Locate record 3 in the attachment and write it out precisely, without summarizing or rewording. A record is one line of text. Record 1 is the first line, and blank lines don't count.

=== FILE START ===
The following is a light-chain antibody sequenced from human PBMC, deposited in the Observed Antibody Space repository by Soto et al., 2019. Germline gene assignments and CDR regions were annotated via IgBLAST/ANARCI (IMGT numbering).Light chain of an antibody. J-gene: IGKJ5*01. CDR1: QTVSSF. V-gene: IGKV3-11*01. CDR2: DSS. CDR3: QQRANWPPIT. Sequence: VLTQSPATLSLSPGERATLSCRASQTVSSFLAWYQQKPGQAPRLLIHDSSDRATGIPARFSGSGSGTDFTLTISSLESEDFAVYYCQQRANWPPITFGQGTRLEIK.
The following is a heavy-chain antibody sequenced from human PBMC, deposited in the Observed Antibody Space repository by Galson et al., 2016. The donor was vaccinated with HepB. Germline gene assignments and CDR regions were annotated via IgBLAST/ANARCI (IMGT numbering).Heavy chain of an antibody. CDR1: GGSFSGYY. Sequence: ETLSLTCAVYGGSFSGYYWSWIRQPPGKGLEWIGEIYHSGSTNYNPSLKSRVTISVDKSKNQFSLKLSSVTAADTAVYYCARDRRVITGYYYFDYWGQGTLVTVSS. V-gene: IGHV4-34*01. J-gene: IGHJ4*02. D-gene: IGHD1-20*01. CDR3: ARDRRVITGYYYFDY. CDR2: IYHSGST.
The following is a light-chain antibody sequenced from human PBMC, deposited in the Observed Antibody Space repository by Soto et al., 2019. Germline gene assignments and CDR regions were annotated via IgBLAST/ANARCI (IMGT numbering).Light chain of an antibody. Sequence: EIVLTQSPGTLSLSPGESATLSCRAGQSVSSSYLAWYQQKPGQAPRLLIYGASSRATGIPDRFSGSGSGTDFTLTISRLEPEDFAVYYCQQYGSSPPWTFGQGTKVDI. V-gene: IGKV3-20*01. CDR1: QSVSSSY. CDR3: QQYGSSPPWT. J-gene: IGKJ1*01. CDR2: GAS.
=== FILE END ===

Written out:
The following is a light-chain antibody sequenced from human PBMC, deposited in the Observed Antibody Space repository by Soto et al., 2019. Germline gene assignments and CDR regions were annotated via IgBLAST/ANARCI (IMGT numbering).Light chain of an antibody. Sequence: EIVLTQSPGTLSLSPGESATLSCRAGQSVSSSYLAWYQQKPGQAPRLLIYGASSRATGIPDRFSGSGSGTDFTLTISRLEPEDFAVYYCQQYGSSPPWTFGQGTKVDI. V-gene: IGKV3-20*01. CDR1: QSVSSSY. CDR3: QQYGSSPPWT. J-gene: IGKJ1*01. CDR2: GAS.